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Resentencing ordered in probation violation case

Virginia Lawyers Weekly//September 25, 2023

Resentencing ordered in probation violation case

Virginia Lawyers Weekly//September 25, 2023//

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The trial court properly conducted separate hearings for each of appellant’s probation violations. However, the case is remanded for resentencing.

The trial court imposed six 14-day sentences, to run consecutively, for technical violations of probation conditions. But “Code § 19.2-306.1(A) requires that multiple technical violations arising out of a single course of conduct only count as one violation for purposes of sentencing.”

Appellant’s violations fall under two courses of conduct — missed probation appointments and positive drug screens — “each of which was to be treated on its own as a single course of conduct for sentencing purposes[.]”


“[A] major violation report (MVR) was filed in the trial court alleging that [appellant] Canales had violated Condition 6 of his supervised probation — requiring him to follow his probation officer’s instructions and to report as instructed — for repeatedly failing to report for drug testing and office appointments.”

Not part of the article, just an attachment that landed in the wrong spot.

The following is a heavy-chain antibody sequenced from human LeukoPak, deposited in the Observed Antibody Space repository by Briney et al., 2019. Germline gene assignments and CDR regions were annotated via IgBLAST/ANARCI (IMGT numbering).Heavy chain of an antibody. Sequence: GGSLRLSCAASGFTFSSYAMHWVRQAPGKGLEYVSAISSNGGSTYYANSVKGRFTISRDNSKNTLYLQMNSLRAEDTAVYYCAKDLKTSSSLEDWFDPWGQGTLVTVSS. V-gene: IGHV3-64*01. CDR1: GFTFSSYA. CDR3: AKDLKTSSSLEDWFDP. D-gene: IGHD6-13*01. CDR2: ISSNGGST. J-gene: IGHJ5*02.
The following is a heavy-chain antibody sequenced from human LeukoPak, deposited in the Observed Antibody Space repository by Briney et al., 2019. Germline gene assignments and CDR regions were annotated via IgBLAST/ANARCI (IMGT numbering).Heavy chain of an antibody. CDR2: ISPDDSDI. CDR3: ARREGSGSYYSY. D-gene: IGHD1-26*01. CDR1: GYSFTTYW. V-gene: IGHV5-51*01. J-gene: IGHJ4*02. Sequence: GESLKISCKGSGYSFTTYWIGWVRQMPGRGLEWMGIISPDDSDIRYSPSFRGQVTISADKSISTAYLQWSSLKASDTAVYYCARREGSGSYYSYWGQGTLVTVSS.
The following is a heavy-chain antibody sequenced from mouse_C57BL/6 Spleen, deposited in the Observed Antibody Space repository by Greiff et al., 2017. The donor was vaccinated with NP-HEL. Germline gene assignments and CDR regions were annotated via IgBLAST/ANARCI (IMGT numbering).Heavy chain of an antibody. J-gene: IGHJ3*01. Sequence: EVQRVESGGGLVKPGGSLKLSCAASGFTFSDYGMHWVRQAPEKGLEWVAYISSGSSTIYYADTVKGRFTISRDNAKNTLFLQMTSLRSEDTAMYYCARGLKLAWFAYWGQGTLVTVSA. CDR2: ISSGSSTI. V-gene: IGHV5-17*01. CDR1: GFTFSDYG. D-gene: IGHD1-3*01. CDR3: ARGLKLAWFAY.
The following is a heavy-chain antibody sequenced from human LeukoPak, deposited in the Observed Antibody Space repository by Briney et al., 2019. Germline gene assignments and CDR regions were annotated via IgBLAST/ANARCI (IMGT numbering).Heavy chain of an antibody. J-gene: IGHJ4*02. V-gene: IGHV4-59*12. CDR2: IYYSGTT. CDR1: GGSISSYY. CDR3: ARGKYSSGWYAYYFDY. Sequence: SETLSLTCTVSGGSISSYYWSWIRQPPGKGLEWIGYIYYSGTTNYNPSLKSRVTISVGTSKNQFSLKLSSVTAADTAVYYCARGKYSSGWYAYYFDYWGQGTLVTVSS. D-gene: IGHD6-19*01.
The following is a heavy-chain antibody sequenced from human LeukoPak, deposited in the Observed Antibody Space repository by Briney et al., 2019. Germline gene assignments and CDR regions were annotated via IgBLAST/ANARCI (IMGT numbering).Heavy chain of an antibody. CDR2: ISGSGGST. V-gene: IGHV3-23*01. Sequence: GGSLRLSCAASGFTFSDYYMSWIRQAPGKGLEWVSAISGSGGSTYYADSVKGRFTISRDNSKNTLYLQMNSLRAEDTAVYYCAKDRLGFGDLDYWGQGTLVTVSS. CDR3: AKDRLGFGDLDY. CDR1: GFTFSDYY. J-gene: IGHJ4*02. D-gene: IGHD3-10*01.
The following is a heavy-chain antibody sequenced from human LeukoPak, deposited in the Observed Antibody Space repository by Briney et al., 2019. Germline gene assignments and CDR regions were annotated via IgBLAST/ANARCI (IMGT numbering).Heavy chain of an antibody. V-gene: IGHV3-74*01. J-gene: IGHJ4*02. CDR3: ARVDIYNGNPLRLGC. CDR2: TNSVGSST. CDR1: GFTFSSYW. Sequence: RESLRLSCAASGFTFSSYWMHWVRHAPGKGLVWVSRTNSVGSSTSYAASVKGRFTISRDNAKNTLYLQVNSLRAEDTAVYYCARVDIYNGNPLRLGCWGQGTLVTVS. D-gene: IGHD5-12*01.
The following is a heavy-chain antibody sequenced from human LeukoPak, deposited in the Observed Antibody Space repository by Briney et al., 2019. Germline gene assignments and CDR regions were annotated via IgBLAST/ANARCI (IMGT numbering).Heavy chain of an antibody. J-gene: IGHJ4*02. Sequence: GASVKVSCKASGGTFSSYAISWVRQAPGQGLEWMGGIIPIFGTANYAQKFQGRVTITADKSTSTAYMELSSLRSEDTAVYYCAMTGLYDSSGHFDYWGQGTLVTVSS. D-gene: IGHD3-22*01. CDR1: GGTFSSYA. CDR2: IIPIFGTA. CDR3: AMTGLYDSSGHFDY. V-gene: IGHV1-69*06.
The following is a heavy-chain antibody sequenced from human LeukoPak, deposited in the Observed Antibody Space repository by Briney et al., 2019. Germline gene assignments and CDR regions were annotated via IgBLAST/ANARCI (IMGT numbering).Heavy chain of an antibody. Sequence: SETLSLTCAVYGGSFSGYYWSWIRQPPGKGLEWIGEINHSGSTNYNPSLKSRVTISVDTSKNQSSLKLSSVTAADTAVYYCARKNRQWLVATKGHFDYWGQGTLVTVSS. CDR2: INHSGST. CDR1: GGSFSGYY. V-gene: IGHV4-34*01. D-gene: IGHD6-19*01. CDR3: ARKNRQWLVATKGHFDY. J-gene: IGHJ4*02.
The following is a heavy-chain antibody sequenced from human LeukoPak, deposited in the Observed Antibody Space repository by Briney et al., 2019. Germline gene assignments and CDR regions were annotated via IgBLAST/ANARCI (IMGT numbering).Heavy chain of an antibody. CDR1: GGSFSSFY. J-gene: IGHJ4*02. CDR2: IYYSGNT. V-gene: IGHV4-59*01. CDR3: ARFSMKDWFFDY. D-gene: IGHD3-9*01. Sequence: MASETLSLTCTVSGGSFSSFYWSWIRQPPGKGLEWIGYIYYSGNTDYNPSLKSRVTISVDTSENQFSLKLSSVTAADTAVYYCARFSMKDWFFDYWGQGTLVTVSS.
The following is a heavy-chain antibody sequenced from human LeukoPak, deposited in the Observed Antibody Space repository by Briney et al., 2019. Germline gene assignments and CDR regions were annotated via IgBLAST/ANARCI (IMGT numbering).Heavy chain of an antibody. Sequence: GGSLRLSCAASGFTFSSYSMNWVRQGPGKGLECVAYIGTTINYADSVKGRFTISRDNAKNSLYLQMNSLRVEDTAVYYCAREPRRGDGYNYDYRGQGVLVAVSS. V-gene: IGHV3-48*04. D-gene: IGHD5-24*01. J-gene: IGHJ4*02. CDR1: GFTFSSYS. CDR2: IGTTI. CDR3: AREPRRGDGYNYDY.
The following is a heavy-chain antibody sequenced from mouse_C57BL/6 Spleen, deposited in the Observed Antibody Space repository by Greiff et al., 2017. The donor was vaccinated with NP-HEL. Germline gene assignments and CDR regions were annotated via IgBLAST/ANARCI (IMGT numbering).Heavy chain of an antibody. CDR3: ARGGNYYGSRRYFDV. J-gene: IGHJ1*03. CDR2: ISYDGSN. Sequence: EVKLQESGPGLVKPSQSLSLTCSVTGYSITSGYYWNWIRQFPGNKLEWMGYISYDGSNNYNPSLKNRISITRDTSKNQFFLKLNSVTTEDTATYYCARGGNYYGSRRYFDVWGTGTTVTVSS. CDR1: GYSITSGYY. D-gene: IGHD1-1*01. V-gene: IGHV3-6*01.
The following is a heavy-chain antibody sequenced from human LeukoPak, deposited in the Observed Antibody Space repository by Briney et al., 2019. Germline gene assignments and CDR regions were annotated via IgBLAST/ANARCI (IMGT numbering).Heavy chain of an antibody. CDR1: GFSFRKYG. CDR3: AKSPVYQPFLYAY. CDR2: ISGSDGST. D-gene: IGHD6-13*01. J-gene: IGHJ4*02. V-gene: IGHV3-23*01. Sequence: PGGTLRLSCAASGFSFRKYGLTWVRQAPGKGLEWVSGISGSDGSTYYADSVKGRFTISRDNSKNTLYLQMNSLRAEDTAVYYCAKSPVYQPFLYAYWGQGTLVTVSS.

Canales was arrested. He “contended that the trial court should consider the allegations in the MVR ‘as a whole’ and as ‘one violation.’

“The trial court disagreed, noting that the MVR was ‘chockablock full of discrete incidents’ involving Canales’s drug use and failures to report as instructed.

“Upon concluding that the alleged probation violations did not comprise ‘a single course of conduct’ under Code § 19.2-306.1(A), the trial court decided to hold a separate revocation hearing upon each reported violation event alleged in the MVR.

“The trial court assigned each date of an alleged violation a circuit court number relating to Canales’s probation for grand larceny and for statutory burglary. The trial court scheduled the matters for successive hearings on March 11 and March 25, 2022. …

“Canales asserted that under Code § 19.2-306.1 holding only one revocation hearing was the appropriate procedure; the Commonwealth agreed and further maintained that the trial court should not impose any active sentence in the matter.

“The trial court rejected the parties’ contentions and found Canales in violation of his probation for both grand larceny and statutory burglary based upon his failure to appear for drug testing on August 19 and September 23, 2021, and for failing to appear for a scheduled appointment with the probation officer on September 17, 2021. …